By Dave Andrusko
It’s perfectly understandable, I know because it happens to me all the time. Laws are passed with a “date effective” attached to them and we might not remember when that day actually comes and our pro-life efforts have officially borne proof.
Writing for Capitol Media Services, Howard Fischer posted a story about how “Hundreds of new Arizona laws take effect Friday.” Among those are two of particular interest to pro-lifers, laws we’ve written about previously.
Back in April pro-life Gov. Doug Ducey signed SB 1394 which made important changes to the state’s abortion reporting law. The bill is “designed to prevent women from being coerced into abortions by imposing stricter standards on abortionists,” according to Calvin Freiburger. “It also requires more detailed reporting on women’s reasons for, and complications from, abortion.”
A key provision requires abortionists to ask women if they have been coerced into having the abortion, or if they are victims of domestic violence, sexual assault, sex trafficking, or incest.
“A somewhat-related measure spells out for the first time in Arizona law what a judge hearing a divorce case must consider when there are fertilized embryos,” Fischer wrote. “Current law gives judges no particular guidance if there is a dispute, with courts often deciding based on any contract the couple signed while still married. “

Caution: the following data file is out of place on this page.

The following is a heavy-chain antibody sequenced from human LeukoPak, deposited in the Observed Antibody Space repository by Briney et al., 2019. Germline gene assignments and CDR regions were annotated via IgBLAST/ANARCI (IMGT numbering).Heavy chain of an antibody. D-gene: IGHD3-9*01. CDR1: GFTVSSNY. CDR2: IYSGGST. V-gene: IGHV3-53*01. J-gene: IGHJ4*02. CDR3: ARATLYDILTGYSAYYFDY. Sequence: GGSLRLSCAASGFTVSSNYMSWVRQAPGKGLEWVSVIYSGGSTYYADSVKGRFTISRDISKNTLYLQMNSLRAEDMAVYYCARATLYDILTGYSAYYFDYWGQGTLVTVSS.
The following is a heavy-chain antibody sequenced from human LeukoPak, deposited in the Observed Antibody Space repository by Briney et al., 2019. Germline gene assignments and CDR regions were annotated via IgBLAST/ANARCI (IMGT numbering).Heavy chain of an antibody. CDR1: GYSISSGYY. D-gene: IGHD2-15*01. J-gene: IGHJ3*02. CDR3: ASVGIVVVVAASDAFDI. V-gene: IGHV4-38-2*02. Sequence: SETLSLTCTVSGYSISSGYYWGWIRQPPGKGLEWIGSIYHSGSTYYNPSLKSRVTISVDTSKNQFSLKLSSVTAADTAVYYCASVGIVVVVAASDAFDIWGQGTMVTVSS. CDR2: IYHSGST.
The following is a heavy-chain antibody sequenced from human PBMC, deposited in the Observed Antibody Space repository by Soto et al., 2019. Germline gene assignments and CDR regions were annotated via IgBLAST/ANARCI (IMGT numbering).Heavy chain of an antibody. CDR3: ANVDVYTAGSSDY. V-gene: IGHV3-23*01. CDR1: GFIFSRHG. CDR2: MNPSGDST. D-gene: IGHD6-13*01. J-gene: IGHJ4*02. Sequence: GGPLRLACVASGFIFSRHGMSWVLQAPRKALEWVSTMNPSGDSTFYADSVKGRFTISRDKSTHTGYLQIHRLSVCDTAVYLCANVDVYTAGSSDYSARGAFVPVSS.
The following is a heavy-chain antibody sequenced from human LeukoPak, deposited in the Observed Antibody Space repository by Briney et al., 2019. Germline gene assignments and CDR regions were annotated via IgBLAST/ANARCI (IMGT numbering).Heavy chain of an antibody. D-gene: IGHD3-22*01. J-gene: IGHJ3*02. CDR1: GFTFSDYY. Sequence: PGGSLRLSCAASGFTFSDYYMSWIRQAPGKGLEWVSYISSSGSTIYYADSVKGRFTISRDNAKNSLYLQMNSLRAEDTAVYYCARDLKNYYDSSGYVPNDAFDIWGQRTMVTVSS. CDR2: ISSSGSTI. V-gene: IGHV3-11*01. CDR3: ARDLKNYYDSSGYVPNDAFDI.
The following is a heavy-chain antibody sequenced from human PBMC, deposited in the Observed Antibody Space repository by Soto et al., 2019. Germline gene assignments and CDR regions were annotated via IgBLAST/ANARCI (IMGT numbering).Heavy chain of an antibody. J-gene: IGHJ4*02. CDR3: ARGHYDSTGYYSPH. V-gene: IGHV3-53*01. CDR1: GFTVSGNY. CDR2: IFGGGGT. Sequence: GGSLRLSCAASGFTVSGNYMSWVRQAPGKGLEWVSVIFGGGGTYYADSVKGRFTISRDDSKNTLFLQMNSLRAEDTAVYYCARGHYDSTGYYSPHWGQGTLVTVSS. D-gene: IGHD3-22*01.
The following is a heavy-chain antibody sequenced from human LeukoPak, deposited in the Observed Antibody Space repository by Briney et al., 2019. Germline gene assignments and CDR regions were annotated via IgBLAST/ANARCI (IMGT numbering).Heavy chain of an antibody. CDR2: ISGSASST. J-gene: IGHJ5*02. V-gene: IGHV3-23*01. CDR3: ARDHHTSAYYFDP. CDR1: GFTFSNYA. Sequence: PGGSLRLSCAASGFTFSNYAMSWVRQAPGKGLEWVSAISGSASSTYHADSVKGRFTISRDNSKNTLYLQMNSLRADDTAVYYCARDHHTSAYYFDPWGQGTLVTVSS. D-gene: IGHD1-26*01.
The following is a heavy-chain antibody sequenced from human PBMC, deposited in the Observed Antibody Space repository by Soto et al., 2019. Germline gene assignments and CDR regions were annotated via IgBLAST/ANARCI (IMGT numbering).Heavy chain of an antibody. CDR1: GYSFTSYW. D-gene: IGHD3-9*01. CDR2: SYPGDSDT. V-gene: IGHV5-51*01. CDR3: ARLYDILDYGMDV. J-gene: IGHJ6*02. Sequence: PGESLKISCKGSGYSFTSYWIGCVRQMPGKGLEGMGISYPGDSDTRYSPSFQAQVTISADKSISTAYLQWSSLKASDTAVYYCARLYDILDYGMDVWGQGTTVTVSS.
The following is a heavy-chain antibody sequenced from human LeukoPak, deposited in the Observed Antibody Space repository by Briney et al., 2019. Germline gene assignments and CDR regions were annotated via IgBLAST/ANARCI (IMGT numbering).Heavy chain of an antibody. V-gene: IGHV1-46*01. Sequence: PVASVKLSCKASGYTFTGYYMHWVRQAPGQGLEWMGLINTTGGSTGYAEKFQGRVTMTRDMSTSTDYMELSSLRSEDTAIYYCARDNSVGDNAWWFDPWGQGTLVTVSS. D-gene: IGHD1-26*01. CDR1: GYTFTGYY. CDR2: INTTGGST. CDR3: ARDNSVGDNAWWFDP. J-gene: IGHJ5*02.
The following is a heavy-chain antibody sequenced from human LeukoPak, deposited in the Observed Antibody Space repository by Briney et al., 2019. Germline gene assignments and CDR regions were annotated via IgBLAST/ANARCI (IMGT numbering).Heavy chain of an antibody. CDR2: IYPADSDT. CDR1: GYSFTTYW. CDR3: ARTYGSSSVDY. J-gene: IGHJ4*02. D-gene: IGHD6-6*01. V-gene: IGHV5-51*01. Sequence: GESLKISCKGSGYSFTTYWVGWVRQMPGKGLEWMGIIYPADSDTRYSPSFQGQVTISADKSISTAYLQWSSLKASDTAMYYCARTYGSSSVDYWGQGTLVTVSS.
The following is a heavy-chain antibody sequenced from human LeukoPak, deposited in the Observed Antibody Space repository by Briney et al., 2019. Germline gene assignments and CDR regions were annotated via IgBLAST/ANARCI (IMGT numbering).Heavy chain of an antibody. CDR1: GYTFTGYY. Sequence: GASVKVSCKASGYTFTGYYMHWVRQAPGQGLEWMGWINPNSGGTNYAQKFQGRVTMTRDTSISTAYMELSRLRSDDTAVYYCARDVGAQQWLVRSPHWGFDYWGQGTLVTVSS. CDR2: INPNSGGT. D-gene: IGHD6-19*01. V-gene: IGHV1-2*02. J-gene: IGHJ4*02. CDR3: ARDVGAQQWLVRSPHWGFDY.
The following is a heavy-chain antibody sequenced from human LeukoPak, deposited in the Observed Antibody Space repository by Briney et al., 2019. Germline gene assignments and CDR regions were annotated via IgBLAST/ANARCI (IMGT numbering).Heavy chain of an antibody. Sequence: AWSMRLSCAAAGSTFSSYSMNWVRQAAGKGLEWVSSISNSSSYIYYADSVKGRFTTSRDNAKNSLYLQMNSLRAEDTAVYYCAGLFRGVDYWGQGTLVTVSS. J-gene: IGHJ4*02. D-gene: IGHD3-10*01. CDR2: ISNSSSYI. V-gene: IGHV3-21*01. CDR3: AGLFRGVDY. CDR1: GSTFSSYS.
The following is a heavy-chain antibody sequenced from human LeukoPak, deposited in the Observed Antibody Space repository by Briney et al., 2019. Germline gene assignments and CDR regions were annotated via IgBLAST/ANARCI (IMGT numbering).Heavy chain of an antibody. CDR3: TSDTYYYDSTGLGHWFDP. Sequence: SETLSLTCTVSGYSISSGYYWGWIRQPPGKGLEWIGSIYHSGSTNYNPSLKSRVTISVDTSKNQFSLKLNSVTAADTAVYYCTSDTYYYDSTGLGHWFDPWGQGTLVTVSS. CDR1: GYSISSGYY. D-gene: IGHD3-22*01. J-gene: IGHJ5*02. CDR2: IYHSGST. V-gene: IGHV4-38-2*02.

Under the new law, in cases of divorce and subsequent disputes over frozen embryos, courts will give custody to the parent who would “allow the in vitro embryos to develop to birth.”
According to reporter Kaila White of the Arizona Republic
The bill …would override any agreements or contracts that the couple previously had on the matter, and would ignore either person’s current objections or concerns. It also outlines that the spouse who does not receive the embryos would not have parental rights or responsibilities to any resulting children unless they agree to them.
The law is a first-of-its-kind and would reverse the usual outcomes in disputes where the mother wants one or more of the frozen embryos implanted and the father does not.
Congratulations to the state of Arizona for these two important new laws.